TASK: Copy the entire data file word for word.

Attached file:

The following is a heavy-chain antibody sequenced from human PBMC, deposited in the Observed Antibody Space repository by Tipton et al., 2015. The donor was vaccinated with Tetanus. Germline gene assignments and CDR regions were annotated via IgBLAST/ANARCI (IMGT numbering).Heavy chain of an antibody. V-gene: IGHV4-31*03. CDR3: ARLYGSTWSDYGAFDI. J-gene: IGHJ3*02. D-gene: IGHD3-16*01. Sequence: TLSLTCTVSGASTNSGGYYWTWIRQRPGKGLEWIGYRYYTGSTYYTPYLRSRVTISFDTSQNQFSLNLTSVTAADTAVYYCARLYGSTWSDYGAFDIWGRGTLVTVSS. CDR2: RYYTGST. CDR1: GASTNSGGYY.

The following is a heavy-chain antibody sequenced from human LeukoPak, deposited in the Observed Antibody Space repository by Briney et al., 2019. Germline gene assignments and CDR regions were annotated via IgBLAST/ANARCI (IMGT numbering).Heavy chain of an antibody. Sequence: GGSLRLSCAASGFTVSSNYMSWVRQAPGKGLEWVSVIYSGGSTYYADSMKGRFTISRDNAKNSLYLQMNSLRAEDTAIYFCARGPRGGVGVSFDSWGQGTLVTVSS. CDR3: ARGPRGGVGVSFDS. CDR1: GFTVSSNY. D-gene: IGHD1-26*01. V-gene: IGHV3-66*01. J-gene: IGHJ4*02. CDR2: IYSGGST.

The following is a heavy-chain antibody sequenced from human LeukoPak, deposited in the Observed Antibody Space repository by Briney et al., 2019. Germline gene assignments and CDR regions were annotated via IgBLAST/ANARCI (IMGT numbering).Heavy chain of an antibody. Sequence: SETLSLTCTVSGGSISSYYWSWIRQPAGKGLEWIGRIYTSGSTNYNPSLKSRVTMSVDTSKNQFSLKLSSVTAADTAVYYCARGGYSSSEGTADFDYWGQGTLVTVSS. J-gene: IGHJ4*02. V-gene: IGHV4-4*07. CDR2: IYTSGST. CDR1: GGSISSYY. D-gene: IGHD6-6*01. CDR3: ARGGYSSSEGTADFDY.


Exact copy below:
The following is a heavy-chain antibody sequenced from human PBMC, deposited in the Observed Antibody Space repository by Tipton et al., 2015. The donor was vaccinated with Tetanus. Germline gene assignments and CDR regions were annotated via IgBLAST/ANARCI (IMGT numbering).Heavy chain of an antibody. V-gene: IGHV4-31*03. CDR3: ARLYGSTWSDYGAFDI. J-gene: IGHJ3*02. D-gene: IGHD3-16*01. Sequence: TLSLTCTVSGASTNSGGYYWTWIRQRPGKGLEWIGYRYYTGSTYYTPYLRSRVTISFDTSQNQFSLNLTSVTAADTAVYYCARLYGSTWSDYGAFDIWGRGTLVTVSS. CDR2: RYYTGST. CDR1: GASTNSGGYY.

The following is a heavy-chain antibody sequenced from human LeukoPak, deposited in the Observed Antibody Space repository by Briney et al., 2019. Germline gene assignments and CDR regions were annotated via IgBLAST/ANARCI (IMGT numbering).Heavy chain of an antibody. Sequence: GGSLRLSCAASGFTVSSNYMSWVRQAPGKGLEWVSVIYSGGSTYYADSMKGRFTISRDNAKNSLYLQMNSLRAEDTAIYFCARGPRGGVGVSFDSWGQGTLVTVSS. CDR3: ARGPRGGVGVSFDS. CDR1: GFTVSSNY. D-gene: IGHD1-26*01. V-gene: IGHV3-66*01. J-gene: IGHJ4*02. CDR2: IYSGGST.

The following is a heavy-chain antibody sequenced from human LeukoPak, deposited in the Observed Antibody Space repository by Briney et al., 2019. Germline gene assignments and CDR regions were annotated via IgBLAST/ANARCI (IMGT numbering).Heavy chain of an antibody. Sequence: SETLSLTCTVSGGSISSYYWSWIRQPAGKGLEWIGRIYTSGSTNYNPSLKSRVTMSVDTSKNQFSLKLSSVTAADTAVYYCARGGYSSSEGTADFDYWGQGTLVTVSS. J-gene: IGHJ4*02. V-gene: IGHV4-4*07. CDR2: IYTSGST. CDR1: GGSISSYY. D-gene: IGHD6-6*01. CDR3: ARGGYSSSEGTADFDY.